“The bull's-eye is drawn wherever the arrow of belief lands, and everyone, always, scores the same.”

    This simple quote, to me, does a lot of work in addressing the truth of the mater and is arguably a much better approach. I’ve watched Sam engage in this very line of debate and he’s brilliant. Exposing the falsity of religion and committing the “respect creep” to the flames where alchemy and astrology now reside seems to be a more reasonable goal.

    I know the danger of religion wasn’t the intention of Sam’s piece, albeit the delusionary aspect of religion was noted, I felt the force of the argument went up in smoke and all was left was the overreaching frame—therefore, lessening the chances for epistemological enlightenment.

    On further introspection, I may be guilty of trying to close my own personal is-ought gap.

    1. Maybe I missed the part where you pointed out how the analogy fails, specifically on this point:

      "Most people I meet want to live in a world in which wood smoke is harmless. Indeed, they seem committed to living in such a world, regardless of the facts. To try to convince them that burning wood is harmful—and has always been so—is somehow offensive. The ritual of burning wood is simply too comforting and too familiar to be reconsidered, its consolation so ancient and ubiquitous that it has to be benign. The alternative—burning gas over fake logs—seems a sacrilege."

    2. I think the analogy fails in the framing, which could have easily been overlooked because the 'why' was in my first sentence:

      "I would be the first to admit that I really enjoy Sam Harris's body of work, and I get what he’s trying to do here but I think his point gets extinguished in the framing."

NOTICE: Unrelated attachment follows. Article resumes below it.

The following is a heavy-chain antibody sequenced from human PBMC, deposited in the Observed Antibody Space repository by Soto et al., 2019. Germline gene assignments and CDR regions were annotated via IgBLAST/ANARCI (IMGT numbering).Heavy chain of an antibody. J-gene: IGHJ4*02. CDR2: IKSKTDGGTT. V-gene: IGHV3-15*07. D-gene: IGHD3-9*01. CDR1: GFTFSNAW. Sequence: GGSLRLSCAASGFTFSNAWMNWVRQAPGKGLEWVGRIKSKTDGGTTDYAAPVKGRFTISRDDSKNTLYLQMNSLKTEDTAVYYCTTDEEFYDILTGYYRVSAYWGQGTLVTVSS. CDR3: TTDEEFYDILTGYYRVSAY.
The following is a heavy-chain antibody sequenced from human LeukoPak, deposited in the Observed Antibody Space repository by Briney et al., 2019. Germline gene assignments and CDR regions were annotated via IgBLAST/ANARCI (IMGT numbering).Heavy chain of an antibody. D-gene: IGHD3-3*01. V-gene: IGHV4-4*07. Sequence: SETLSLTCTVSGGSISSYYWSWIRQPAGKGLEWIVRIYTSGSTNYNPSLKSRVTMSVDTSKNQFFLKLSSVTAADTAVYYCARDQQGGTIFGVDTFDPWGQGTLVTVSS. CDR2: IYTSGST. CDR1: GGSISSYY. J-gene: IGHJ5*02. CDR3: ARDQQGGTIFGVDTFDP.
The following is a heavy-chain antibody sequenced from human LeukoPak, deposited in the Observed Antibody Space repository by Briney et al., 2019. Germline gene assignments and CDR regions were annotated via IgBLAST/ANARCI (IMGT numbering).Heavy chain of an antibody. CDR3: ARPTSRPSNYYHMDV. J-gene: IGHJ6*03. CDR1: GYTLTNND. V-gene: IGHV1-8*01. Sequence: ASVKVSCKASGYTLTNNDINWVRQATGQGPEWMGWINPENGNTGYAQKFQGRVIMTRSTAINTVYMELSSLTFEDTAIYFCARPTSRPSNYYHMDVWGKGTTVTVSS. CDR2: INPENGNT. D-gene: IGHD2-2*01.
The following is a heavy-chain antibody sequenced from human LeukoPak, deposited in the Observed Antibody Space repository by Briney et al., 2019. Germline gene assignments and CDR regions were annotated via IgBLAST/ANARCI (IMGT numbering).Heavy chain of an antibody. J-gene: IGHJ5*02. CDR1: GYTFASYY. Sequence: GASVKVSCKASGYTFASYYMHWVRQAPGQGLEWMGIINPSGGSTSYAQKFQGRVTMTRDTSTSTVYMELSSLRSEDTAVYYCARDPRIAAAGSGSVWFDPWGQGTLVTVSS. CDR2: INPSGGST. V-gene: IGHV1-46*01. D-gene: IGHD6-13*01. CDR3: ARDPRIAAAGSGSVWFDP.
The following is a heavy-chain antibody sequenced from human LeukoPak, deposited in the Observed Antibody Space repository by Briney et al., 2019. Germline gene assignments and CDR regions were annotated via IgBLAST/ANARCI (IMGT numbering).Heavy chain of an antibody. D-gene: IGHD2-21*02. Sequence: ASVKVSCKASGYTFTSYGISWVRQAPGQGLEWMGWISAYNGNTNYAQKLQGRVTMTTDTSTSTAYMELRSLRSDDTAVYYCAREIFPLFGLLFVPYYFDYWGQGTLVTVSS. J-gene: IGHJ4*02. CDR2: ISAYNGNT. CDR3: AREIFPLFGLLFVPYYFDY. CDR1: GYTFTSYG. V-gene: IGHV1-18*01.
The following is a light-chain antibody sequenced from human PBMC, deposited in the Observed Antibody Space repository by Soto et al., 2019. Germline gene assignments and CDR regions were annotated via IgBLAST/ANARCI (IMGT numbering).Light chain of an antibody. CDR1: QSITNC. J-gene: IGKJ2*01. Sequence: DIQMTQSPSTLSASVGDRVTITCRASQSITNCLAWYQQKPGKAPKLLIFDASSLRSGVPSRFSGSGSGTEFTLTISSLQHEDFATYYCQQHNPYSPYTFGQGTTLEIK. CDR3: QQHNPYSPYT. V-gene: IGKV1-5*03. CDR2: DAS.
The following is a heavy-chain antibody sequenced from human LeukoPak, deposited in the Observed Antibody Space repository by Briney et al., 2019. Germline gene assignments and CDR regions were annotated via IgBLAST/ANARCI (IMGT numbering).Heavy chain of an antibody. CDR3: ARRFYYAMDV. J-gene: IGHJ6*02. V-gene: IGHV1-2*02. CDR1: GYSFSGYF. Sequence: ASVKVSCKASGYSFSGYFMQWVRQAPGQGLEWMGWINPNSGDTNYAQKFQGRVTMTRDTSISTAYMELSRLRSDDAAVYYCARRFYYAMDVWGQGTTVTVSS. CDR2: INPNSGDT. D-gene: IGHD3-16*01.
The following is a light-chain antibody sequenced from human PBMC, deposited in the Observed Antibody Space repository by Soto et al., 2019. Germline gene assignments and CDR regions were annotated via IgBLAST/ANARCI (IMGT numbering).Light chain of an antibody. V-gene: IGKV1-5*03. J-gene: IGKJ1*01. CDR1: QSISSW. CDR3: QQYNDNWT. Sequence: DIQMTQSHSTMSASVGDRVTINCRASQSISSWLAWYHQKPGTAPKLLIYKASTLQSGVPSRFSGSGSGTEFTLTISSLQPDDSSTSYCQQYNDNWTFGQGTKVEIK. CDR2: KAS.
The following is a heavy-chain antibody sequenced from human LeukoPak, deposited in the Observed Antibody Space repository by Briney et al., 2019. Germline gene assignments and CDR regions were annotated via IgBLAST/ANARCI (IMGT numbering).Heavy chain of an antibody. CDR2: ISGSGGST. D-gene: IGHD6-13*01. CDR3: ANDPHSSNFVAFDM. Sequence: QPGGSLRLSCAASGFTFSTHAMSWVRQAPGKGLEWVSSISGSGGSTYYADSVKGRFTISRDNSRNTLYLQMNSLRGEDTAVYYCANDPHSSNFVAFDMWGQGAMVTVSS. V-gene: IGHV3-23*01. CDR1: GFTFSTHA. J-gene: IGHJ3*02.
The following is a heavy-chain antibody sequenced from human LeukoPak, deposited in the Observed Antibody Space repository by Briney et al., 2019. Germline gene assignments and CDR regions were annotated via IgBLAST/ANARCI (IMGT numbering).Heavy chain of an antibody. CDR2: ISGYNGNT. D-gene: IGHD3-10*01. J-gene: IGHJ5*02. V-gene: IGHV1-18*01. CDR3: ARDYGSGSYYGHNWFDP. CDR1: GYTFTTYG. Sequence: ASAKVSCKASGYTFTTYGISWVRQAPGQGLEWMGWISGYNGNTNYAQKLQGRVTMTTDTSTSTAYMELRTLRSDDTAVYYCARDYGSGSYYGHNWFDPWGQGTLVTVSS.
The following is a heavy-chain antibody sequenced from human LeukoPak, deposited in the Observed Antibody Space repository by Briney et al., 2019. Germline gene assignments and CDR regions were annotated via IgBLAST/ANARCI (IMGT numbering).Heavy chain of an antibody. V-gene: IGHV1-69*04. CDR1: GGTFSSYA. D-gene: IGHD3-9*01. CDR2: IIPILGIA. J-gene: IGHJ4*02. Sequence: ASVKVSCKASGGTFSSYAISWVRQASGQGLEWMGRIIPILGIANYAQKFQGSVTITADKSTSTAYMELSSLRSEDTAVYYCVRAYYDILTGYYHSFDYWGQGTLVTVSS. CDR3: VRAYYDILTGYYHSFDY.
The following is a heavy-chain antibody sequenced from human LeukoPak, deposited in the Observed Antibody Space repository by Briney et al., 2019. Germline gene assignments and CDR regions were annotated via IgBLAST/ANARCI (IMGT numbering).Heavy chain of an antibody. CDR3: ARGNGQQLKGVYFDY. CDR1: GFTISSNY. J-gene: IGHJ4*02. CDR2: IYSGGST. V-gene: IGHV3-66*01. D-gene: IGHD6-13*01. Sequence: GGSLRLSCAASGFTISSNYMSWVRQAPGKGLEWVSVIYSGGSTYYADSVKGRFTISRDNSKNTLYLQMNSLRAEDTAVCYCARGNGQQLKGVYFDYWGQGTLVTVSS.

The 'how' is inferred but I would be happy to elaborate.

      Harris is comparing the comforts of religious belief to burning wood in a fireplace, and he sites all the empirical evidence that burning wood under those conditions is harmful or even fatal. Fair enough. Here is Harris's wood burning outlook:

      "Among adults, wood burning is associated with more-frequent emergency room visits and hospital admissions for respiratory illness, along with increased mortality from heart attacks. The inhalation of wood smoke, even at relatively low levels, alters pulmonary immune function, leading to a greater susceptibility to colds, flus, and other respiratory infections."

      The future of humans burning wood in a fireplace, at best, looks like the ending to a Cormac McCarthy novel or a Thomas Hobbs quote--bleak. So, upon reading his argument, I maintain that he has committed strawman and equivocation fallacies because, obviously, all religious belief does not produce harmful effects. Therefore, those attempting to count up the dead bodies of benign religions would make his argument suspect.

      Also, after careful consideration, I'm afraid I can't give you the wiggle room there at the end of his quote "The alternative—burning gas over fake logs—seems a sacrilege" because I don't get the feeling--from his books and lectures--he is suggesting some other religion replacement. Further, there's no clear indication of what would qualify as "fake."

      So, the I-know-it's-harmful-but-I-can't-stop argument doesn't hold water.

      Point out where I'm wrong and I'll take it under consideration.

      Also, snark and sarcasm will not be deemed offensive but it will be graded since it's like my second language. ;)

  4. The fireplace piece is similar in spirit to Michael Shermer's chapter on Francis Collins in "The Believing Brain," trying hard to understand what it is about our tenacious psychology that makes it so hard to give up old beliefs or so eager (in Collins' case) to convert. (Collins' parents were secular freethinkers, he was not "born" or raised a theist.) Smart people are really good at rationalizing emotional commitments & investments.